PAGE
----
Obispo No.557 esq. a Monserrate, Habana Vieja
Open 7 Days a Week 11am-12am
One of the lesser known facts about Cuban cuisine is that the Sloppy Joe was invented in Havana. It’s actually a sandwich variant of Cuban classic ropa vieja, which you must eat in Cuba!
The bar, owned by Spaniard Jose Garcia, was notoriously messy and was deserving of its name.
It was once a common place for American tourists who didn’t want to experience the real Havana but to simply party like a king on a pauper’s budget.
Along with many establishments like this it closed in 1959 due to the revolution. Sloppy Joe’s re-opened in 2013.
I have less contempt as it’s also the backdrop for the video above by my favourite Cuban singer, Leoni Torres.
My Best Advice: Sloppy Joe’s doesn’t need to scream “Hemingway drank here” as it’s already again an established tourist spot. I’m pretty sure he likely drank here too.
It’s not far from El Floridita or El Bodeguita del Medio if you’re making the rounds you may as well stop here as they do have feature classic Cuban cocktails beyond the mojito and daiquiri.
I don’t recommend getting the Sloppy Joe, unless you like really bland, dry ground beef on a hamburger – then you’ll love it.
Calle Zulueta No. 252, E Animas y Virtudes, Old Havana
Hemingway’s Bar: Bodeguita del Medio
On the walls here is an unverified Hemingway scrawling of “Mi mojito en la Bodeguita, mi daquiri en El Floridita” but many locals call bullsh*t on Hemingway drinking here.
Yet, given his reputation to drink far and wide I think it’s likely he drank here a few times, especially as it’s around the corner from Floridita.
Remember he was an alcoholic, he probably switched it up from daiquiris now and then.
Who knows if he helped concoct the first mojito as owners brashly claim or if he did scrawl that proclamation on the wall.
Pablo Neruda, my favourite poet also visited and while I’ve walked by so many times I can’t bear to go in. Especially as Mari says it’s one of the worst, and offers better options.
There is always a crowd around the outside Bodeguita del Medio. Half are tourists wanting to get in, half are Cubans, some jinteros, some pickpocketers and others just trying to sell you something.
This continues to be a spot popular only with tourists who don’t seem to mind paying $5 for watered down cocktails.
Empedrado No. 207, Old Havana
Open 7 Days a Week 8am-12am
Hotel Ambos Mundos
In 1932, long before Finca Vigia, Hemingway lived in this hotel in Old Havana for seven years. He started writing, For Whom the Bell Tolls, one of my favourite books here.
Although the hotel continues to operate, room 511 is no longer for rent. However, for 2 CUC you can visit the room as it’s been preserved for visitors and includes many photos and the typewriter he worked on.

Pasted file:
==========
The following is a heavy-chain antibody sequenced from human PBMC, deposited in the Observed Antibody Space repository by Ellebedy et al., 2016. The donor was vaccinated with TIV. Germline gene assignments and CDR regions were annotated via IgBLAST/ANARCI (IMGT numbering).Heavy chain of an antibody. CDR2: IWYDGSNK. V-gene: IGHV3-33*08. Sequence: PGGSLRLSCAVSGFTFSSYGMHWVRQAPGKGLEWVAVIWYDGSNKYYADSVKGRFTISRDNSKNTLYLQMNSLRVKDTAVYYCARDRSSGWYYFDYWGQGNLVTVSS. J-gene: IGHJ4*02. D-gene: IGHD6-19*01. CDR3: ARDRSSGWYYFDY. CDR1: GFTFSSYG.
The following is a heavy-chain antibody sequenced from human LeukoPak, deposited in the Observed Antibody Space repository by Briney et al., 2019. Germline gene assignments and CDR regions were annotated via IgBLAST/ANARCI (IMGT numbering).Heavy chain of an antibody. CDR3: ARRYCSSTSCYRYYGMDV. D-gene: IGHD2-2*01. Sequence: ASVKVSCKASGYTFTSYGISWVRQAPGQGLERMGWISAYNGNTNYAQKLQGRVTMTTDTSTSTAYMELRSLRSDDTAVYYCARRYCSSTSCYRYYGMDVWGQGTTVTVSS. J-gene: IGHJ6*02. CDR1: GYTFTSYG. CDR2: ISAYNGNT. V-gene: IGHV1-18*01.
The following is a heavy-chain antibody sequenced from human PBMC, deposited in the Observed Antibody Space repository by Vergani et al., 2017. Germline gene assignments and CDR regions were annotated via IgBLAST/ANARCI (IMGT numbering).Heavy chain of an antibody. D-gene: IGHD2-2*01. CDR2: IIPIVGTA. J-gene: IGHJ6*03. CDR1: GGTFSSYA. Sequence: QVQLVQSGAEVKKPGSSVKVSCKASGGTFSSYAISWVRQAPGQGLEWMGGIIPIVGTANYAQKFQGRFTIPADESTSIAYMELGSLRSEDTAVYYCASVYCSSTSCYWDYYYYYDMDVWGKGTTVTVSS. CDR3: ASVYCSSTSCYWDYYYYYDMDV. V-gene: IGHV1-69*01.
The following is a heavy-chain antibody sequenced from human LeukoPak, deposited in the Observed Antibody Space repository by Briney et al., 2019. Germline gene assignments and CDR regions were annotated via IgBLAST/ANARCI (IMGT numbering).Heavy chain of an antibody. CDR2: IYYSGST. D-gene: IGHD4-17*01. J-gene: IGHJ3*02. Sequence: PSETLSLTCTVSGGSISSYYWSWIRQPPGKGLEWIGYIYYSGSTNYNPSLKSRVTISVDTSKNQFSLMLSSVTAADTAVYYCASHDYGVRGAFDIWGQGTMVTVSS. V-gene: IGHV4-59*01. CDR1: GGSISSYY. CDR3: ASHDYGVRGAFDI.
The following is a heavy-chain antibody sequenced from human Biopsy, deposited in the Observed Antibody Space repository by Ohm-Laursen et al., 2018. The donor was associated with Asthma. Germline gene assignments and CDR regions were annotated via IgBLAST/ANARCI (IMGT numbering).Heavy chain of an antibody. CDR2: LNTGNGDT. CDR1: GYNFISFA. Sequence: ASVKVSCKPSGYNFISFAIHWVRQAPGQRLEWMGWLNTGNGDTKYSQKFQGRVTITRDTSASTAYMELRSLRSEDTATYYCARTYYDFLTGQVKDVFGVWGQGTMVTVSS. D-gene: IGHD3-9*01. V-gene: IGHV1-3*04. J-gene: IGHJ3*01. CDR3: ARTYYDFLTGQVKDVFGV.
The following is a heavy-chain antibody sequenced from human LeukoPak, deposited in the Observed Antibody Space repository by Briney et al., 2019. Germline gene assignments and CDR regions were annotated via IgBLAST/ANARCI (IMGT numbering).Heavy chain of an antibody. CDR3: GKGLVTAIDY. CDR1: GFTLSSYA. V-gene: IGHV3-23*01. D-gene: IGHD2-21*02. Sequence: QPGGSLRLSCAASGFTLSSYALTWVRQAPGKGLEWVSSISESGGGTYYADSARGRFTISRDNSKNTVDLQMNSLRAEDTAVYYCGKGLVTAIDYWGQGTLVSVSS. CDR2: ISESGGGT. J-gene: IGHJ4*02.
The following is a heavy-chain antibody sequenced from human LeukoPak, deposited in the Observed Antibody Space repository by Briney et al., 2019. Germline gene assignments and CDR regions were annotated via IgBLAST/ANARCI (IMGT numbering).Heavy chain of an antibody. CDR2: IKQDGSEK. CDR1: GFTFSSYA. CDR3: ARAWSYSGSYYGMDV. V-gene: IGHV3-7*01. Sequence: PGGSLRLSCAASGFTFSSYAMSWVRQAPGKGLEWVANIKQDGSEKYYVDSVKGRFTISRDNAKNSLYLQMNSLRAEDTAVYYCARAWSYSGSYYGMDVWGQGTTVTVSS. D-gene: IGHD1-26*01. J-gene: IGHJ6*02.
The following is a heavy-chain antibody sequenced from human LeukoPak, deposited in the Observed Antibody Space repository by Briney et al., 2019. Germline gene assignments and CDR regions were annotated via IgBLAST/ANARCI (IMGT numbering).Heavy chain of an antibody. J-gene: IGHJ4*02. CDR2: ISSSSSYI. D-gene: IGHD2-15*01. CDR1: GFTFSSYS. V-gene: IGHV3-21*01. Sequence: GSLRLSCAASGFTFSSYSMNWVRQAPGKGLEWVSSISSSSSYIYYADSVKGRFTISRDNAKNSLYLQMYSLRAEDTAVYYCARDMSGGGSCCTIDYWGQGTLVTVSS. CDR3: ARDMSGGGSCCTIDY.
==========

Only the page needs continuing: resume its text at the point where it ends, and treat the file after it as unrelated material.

While it’s most well known for where Hemingway lived in Cuba, Hotel Ambos Mundos has one of the best rooftop bars for a sunset cocktail. If you feel like splurging this is a good spot to do it.
153 Obispo, Old Havana
This beach, located in Cayo Guillermo, was the inspiration for Islands in the Stream, which was published years after his death. Hemingway fished here and named his boat after this beautiful beach.
This fishing village on the outskirts of Havana inspired The Old Man and the Sea.
It was a regular spot for him as it was where his fishing partner Gregorio Fuentes lived, who is said to be the inspiration for the protagonist in the novel. It is also where Hemingway docked Pilar.
The restaurant La Terraza, where Gregorio and Hemingway regularly visited still exists and their regular table in the corner overlooking the view is kept as a shrine.
Calle 152 #161, Cojimar, Cuba
Hemingway won the Nobel Prize for Literature in 1954 and wanted to give it to the Cuban people. However, he did not want to turn it over to the Batista government.
Instead, he gave the medal to the Catholic church to display and it’s now at a sanctuary in El Cobre, a small town outside Santiago de Cuba.
The sanctuary is known as the Cuban Lourdes and is home to many items from those with and without hope. The medal was on display until the 1980s, when it was briefly stolen.
Although it was recovered in a few days the church decided to no longer keep it on display.
How to Really Experience Hemingway in Cuba
Cuba is changing rapidly, sure the classic cars remain the same but we can never experience what Hemingway did.
And perhaps that’s a good thing as he would write each morning and then drink all day. Not something I really aspire to.
But I am inspired by this Hemingway quote:
In order to write about life, first you must live it.
And that means stepping outside your comfort zone. For some people just visiting a non-English speaking country is enough. For others it’s getting off the resorts and doing a day trip.
It means getting over the fear of looking foolish for the gain of experiencing something real. Don’t be intimidated by the dual currency in Cuba, if you have money and want to buy something they will take it.
Cubans are incredibly kind, so if you see a bunch of people eating in an unmarked restaurant go in. They may not have exactly what you want but this is what spaghetti looks like here, and it’s less than $1 so even if you hate it you will understand Cuba a bit more.
Over the last nine years I’ve traveled throughout Latin America but Cuba is completely different.
Cuba is the most challenging country I’ve visited because most writers don’t share more than cigars, rum and classic cars.
This is part of a series of posts about traveling Cuba independently. It’s not as complicated as you think, you just need to know how things work.
Go get the mojitos, classic convertible rides and frozen daiquiris. Then be open to the culture in Cuba beyond the tourist joints because it really is incredible.
You may never meet a country with people as fierce in spirit as they are knowing the unofficial slogan of Cuba is no es facil (it’s not easy).
Want More Ernest Hemingway in Cuba?
Want to Watch More About Cuba?
If you have Netflix I love Cuba and the Cameraman as well as the Cuba Libre series that explains the history of Cuba. With both of these you’ll have a greater understanding and appreciation of Cuba.